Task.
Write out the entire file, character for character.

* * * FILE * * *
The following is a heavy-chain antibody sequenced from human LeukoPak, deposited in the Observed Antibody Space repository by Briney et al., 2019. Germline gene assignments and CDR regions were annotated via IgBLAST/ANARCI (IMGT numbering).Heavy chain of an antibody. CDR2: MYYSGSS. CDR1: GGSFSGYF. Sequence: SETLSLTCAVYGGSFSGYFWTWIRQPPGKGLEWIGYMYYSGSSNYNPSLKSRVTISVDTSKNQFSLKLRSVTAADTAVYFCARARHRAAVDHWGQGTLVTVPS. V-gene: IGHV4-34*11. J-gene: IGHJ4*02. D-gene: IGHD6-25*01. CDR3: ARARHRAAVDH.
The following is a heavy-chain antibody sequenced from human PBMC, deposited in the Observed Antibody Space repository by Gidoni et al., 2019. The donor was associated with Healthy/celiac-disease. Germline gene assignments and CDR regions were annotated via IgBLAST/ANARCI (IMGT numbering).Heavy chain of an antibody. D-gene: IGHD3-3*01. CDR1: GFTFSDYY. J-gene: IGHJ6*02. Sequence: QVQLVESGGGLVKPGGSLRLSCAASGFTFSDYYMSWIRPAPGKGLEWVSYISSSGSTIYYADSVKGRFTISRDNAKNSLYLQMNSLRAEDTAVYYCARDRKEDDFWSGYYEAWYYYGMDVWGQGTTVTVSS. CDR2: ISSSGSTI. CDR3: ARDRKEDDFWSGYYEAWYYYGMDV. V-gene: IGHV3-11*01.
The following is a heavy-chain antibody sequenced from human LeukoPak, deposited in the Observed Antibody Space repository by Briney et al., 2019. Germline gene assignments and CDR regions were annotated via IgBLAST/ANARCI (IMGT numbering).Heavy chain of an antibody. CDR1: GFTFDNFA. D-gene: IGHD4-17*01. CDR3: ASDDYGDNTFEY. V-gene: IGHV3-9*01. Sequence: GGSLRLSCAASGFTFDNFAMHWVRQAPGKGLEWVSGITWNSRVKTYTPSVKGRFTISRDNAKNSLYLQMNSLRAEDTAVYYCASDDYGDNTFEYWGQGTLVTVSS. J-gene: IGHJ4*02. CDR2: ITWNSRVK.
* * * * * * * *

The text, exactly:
The following is a heavy-chain antibody sequenced from human LeukoPak, deposited in the Observed Antibody Space repository by Briney et al., 2019. Germline gene assignments and CDR regions were annotated via IgBLAST/ANARCI (IMGT numbering).Heavy chain of an antibody. CDR2: MYYSGSS. CDR1: GGSFSGYF. Sequence: SETLSLTCAVYGGSFSGYFWTWIRQPPGKGLEWIGYMYYSGSSNYNPSLKSRVTISVDTSKNQFSLKLRSVTAADTAVYFCARARHRAAVDHWGQGTLVTVPS. V-gene: IGHV4-34*11. J-gene: IGHJ4*02. D-gene: IGHD6-25*01. CDR3: ARARHRAAVDH.
The following is a heavy-chain antibody sequenced from human PBMC, deposited in the Observed Antibody Space repository by Gidoni et al., 2019. The donor was associated with Healthy/celiac-disease. Germline gene assignments and CDR regions were annotated via IgBLAST/ANARCI (IMGT numbering).Heavy chain of an antibody. D-gene: IGHD3-3*01. CDR1: GFTFSDYY. J-gene: IGHJ6*02. Sequence: QVQLVESGGGLVKPGGSLRLSCAASGFTFSDYYMSWIRPAPGKGLEWVSYISSSGSTIYYADSVKGRFTISRDNAKNSLYLQMNSLRAEDTAVYYCARDRKEDDFWSGYYEAWYYYGMDVWGQGTTVTVSS. CDR2: ISSSGSTI. CDR3: ARDRKEDDFWSGYYEAWYYYGMDV. V-gene: IGHV3-11*01.
The following is a heavy-chain antibody sequenced from human LeukoPak, deposited in the Observed Antibody Space repository by Briney et al., 2019. Germline gene assignments and CDR regions were annotated via IgBLAST/ANARCI (IMGT numbering).Heavy chain of an antibody. CDR1: GFTFDNFA. D-gene: IGHD4-17*01. CDR3: ASDDYGDNTFEY. V-gene: IGHV3-9*01. Sequence: GGSLRLSCAASGFTFDNFAMHWVRQAPGKGLEWVSGITWNSRVKTYTPSVKGRFTISRDNAKNSLYLQMNSLRAEDTAVYYCASDDYGDNTFEYWGQGTLVTVSS. J-gene: IGHJ4*02. CDR2: ITWNSRVK.